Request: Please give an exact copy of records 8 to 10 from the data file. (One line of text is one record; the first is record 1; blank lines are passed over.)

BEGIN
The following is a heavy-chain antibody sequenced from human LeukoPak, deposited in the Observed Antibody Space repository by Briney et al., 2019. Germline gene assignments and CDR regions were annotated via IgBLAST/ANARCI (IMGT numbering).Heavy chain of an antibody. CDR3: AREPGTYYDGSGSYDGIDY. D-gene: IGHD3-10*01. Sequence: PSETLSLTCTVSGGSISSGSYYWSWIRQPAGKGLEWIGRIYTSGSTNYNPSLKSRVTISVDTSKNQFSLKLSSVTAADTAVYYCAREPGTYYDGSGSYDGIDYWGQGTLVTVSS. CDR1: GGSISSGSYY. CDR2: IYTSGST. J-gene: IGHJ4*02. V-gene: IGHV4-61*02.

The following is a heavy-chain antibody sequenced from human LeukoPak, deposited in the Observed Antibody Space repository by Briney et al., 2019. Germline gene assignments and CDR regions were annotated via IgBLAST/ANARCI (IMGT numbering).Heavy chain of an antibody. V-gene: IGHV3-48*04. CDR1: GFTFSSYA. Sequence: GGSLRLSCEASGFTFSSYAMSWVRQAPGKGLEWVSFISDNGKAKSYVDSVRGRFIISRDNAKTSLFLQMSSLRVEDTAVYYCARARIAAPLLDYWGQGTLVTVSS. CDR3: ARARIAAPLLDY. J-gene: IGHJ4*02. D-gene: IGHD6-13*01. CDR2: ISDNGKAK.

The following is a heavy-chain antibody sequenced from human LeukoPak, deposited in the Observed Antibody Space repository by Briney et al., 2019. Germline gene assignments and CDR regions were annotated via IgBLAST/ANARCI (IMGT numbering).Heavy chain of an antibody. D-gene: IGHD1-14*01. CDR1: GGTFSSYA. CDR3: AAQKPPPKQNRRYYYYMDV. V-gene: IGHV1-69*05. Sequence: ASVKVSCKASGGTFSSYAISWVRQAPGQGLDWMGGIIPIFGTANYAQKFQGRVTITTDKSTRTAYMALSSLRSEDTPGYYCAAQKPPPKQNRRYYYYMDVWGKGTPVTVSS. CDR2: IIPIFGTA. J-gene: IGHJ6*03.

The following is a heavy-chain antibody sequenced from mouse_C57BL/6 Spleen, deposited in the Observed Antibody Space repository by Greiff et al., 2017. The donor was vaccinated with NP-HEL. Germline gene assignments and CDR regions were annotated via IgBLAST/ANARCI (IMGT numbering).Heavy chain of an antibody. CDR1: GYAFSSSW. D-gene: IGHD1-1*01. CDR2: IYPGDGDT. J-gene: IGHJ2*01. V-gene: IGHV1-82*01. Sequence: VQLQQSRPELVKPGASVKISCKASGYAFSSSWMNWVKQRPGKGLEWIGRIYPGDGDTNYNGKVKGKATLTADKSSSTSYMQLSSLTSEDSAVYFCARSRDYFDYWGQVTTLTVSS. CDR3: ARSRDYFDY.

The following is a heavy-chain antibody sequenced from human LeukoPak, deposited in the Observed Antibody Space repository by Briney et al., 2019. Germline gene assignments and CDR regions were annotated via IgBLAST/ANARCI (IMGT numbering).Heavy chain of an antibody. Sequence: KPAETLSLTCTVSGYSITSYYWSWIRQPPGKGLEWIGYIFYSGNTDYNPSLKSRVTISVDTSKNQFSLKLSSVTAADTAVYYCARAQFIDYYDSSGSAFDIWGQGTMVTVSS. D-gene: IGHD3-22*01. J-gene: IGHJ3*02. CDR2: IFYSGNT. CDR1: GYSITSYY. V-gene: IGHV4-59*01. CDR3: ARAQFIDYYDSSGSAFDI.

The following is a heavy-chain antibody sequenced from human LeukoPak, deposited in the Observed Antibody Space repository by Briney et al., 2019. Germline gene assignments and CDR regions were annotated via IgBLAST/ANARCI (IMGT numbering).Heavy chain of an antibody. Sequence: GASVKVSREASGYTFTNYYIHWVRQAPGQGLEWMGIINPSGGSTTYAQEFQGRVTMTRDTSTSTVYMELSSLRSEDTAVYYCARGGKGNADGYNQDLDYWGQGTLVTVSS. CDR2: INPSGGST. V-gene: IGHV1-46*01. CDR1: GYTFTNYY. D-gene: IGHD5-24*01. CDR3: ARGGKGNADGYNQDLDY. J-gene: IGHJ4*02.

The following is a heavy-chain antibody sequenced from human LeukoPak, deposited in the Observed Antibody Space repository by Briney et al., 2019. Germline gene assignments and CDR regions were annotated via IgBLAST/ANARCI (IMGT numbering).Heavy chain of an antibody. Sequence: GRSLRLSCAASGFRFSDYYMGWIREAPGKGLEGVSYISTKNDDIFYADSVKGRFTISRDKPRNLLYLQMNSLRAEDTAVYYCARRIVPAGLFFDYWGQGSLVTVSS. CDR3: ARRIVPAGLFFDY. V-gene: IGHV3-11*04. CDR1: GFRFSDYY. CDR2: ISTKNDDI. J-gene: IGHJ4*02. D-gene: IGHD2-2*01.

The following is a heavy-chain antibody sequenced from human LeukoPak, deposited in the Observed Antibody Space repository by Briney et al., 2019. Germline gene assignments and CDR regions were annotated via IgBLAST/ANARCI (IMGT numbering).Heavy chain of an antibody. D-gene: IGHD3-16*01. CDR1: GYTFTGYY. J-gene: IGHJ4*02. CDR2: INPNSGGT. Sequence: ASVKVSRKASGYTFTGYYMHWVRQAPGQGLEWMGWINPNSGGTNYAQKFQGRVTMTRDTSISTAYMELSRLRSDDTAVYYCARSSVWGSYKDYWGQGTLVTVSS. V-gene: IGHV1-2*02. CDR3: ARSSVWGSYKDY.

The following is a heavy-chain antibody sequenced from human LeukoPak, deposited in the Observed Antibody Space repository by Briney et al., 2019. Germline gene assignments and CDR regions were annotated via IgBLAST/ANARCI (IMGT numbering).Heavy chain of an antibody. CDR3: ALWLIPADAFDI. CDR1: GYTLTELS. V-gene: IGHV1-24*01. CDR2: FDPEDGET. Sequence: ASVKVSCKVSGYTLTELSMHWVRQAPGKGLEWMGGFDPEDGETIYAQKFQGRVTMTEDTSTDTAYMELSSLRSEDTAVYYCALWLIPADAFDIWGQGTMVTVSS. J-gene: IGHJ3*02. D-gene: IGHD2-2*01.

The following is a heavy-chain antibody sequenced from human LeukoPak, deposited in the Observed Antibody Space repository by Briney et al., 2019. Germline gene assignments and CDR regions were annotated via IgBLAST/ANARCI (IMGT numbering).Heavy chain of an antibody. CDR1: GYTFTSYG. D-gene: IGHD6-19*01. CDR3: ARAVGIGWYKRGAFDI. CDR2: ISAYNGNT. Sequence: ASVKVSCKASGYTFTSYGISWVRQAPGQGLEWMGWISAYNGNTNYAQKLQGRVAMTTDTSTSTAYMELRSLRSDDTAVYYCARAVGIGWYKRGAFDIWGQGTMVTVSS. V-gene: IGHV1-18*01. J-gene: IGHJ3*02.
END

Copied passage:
The following is a heavy-chain antibody sequenced from human LeukoPak, deposited in the Observed Antibody Space repository by Briney et al., 2019. Germline gene assignments and CDR regions were annotated via IgBLAST/ANARCI (IMGT numbering).Heavy chain of an antibody. D-gene: IGHD3-16*01. CDR1: GYTFTGYY. J-gene: IGHJ4*02. CDR2: INPNSGGT. Sequence: ASVKVSRKASGYTFTGYYMHWVRQAPGQGLEWMGWINPNSGGTNYAQKFQGRVTMTRDTSISTAYMELSRLRSDDTAVYYCARSSVWGSYKDYWGQGTLVTVSS. V-gene: IGHV1-2*02. CDR3: ARSSVWGSYKDY.

The following is a heavy-chain antibody sequenced from human LeukoPak, deposited in the Observed Antibody Space repository by Briney et al., 2019. Germline gene assignments and CDR regions were annotated via IgBLAST/ANARCI (IMGT numbering).Heavy chain of an antibody. CDR3: ALWLIPADAFDI. CDR1: GYTLTELS. V-gene: IGHV1-24*01. CDR2: FDPEDGET. Sequence: ASVKVSCKVSGYTLTELSMHWVRQAPGKGLEWMGGFDPEDGETIYAQKFQGRVTMTEDTSTDTAYMELSSLRSEDTAVYYCALWLIPADAFDIWGQGTMVTVSS. J-gene: IGHJ3*02. D-gene: IGHD2-2*01.

The following is a heavy-chain antibody sequenced from human LeukoPak, deposited in the Observed Antibody Space repository by Briney et al., 2019. Germline gene assignments and CDR regions were annotated via IgBLAST/ANARCI (IMGT numbering).Heavy chain of an antibody. CDR1: GYTFTSYG. D-gene: IGHD6-19*01. CDR3: ARAVGIGWYKRGAFDI. CDR2: ISAYNGNT. Sequence: ASVKVSCKASGYTFTSYGISWVRQAPGQGLEWMGWISAYNGNTNYAQKLQGRVAMTTDTSTSTAYMELRSLRSDDTAVYYCARAVGIGWYKRGAFDIWGQGTMVTVSS. V-gene: IGHV1-18*01. J-gene: IGHJ3*02.